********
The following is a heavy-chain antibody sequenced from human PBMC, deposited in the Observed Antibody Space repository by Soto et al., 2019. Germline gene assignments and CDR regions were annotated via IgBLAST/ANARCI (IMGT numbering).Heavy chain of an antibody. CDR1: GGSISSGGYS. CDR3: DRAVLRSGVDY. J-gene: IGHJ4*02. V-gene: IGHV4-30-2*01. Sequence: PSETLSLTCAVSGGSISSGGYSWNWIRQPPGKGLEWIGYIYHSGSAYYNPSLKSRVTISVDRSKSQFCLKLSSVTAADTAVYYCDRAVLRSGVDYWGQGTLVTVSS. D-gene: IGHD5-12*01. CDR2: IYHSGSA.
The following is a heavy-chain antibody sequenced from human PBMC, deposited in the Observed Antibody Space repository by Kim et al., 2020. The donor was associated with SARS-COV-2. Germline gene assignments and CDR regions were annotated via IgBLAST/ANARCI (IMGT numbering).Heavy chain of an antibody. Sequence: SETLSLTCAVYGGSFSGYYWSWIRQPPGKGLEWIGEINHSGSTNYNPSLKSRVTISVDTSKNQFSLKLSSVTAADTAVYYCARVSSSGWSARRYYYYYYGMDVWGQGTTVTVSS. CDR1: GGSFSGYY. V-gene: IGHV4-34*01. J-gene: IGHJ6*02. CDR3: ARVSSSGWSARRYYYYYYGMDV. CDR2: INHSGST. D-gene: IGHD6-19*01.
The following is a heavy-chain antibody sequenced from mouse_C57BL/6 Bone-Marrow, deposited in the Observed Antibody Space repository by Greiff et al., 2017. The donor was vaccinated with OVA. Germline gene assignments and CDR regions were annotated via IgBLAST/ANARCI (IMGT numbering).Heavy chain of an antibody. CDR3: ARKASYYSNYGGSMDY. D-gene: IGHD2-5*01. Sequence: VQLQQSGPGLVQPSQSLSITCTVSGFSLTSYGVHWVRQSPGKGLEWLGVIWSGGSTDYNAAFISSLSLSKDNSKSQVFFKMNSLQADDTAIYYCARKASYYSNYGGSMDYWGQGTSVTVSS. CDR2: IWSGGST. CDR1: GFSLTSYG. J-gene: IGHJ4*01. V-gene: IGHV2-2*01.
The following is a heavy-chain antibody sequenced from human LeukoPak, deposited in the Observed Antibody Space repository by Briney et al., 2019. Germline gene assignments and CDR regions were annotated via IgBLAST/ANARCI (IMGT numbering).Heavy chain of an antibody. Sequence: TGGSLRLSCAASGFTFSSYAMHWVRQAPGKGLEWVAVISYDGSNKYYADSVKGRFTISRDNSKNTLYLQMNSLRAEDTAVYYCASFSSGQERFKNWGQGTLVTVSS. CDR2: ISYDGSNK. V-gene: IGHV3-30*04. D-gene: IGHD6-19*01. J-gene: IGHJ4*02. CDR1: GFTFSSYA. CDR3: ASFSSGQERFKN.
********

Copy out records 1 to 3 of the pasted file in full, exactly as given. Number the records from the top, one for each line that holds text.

The following is a heavy-chain antibody sequenced from human PBMC, deposited in the Observed Antibody Space repository by Soto et al., 2019. Germline gene assignments and CDR regions were annotated via IgBLAST/ANARCI (IMGT numbering).Heavy chain of an antibody. CDR1: GGSISSGGYS. CDR3: DRAVLRSGVDY. J-gene: IGHJ4*02. V-gene: IGHV4-30-2*01. Sequence: PSETLSLTCAVSGGSISSGGYSWNWIRQPPGKGLEWIGYIYHSGSAYYNPSLKSRVTISVDRSKSQFCLKLSSVTAADTAVYYCDRAVLRSGVDYWGQGTLVTVSS. D-gene: IGHD5-12*01. CDR2: IYHSGSA.
The following is a heavy-chain antibody sequenced from human PBMC, deposited in the Observed Antibody Space repository by Kim et al., 2020. The donor was associated with SARS-COV-2. Germline gene assignments and CDR regions were annotated via IgBLAST/ANARCI (IMGT numbering).Heavy chain of an antibody. Sequence: SETLSLTCAVYGGSFSGYYWSWIRQPPGKGLEWIGEINHSGSTNYNPSLKSRVTISVDTSKNQFSLKLSSVTAADTAVYYCARVSSSGWSARRYYYYYYGMDVWGQGTTVTVSS. CDR1: GGSFSGYY. V-gene: IGHV4-34*01. J-gene: IGHJ6*02. CDR3: ARVSSSGWSARRYYYYYYGMDV. CDR2: INHSGST. D-gene: IGHD6-19*01.
The following is a heavy-chain antibody sequenced from mouse_C57BL/6 Bone-Marrow, deposited in the Observed Antibody Space repository by Greiff et al., 2017. The donor was vaccinated with OVA. Germline gene assignments and CDR regions were annotated via IgBLAST/ANARCI (IMGT numbering).Heavy chain of an antibody. CDR3: ARKASYYSNYGGSMDY. D-gene: IGHD2-5*01. Sequence: VQLQQSGPGLVQPSQSLSITCTVSGFSLTSYGVHWVRQSPGKGLEWLGVIWSGGSTDYNAAFISSLSLSKDNSKSQVFFKMNSLQADDTAIYYCARKASYYSNYGGSMDYWGQGTSVTVSS. CDR2: IWSGGST. CDR1: GFSLTSYG. J-gene: IGHJ4*01. V-gene: IGHV2-2*01.